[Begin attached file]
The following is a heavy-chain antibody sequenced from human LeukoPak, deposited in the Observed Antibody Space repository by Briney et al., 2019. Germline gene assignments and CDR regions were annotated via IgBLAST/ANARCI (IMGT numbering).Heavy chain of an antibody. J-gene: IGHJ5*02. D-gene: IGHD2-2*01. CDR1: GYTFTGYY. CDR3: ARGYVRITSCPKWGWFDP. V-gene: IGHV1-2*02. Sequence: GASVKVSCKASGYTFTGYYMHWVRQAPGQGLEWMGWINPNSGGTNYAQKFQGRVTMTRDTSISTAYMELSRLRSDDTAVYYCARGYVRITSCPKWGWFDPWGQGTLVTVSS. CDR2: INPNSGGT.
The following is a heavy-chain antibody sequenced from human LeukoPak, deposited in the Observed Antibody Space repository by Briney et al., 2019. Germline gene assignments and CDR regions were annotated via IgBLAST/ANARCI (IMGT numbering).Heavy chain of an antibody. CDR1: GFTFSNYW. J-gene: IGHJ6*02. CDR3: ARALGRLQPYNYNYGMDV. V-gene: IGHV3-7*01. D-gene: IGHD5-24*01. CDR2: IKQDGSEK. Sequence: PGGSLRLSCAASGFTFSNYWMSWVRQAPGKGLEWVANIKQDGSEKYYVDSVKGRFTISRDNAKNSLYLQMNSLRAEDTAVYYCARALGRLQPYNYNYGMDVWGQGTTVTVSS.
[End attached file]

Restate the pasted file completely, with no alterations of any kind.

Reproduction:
The following is a heavy-chain antibody sequenced from human LeukoPak, deposited in the Observed Antibody Space repository by Briney et al., 2019. Germline gene assignments and CDR regions were annotated via IgBLAST/ANARCI (IMGT numbering).Heavy chain of an antibody. J-gene: IGHJ5*02. D-gene: IGHD2-2*01. CDR1: GYTFTGYY. CDR3: ARGYVRITSCPKWGWFDP. V-gene: IGHV1-2*02. Sequence: GASVKVSCKASGYTFTGYYMHWVRQAPGQGLEWMGWINPNSGGTNYAQKFQGRVTMTRDTSISTAYMELSRLRSDDTAVYYCARGYVRITSCPKWGWFDPWGQGTLVTVSS. CDR2: INPNSGGT.
The following is a heavy-chain antibody sequenced from human LeukoPak, deposited in the Observed Antibody Space repository by Briney et al., 2019. Germline gene assignments and CDR regions were annotated via IgBLAST/ANARCI (IMGT numbering).Heavy chain of an antibody. CDR1: GFTFSNYW. J-gene: IGHJ6*02. CDR3: ARALGRLQPYNYNYGMDV. V-gene: IGHV3-7*01. D-gene: IGHD5-24*01. CDR2: IKQDGSEK. Sequence: PGGSLRLSCAASGFTFSNYWMSWVRQAPGKGLEWVANIKQDGSEKYYVDSVKGRFTISRDNAKNSLYLQMNSLRAEDTAVYYCARALGRLQPYNYNYGMDVWGQGTTVTVSS.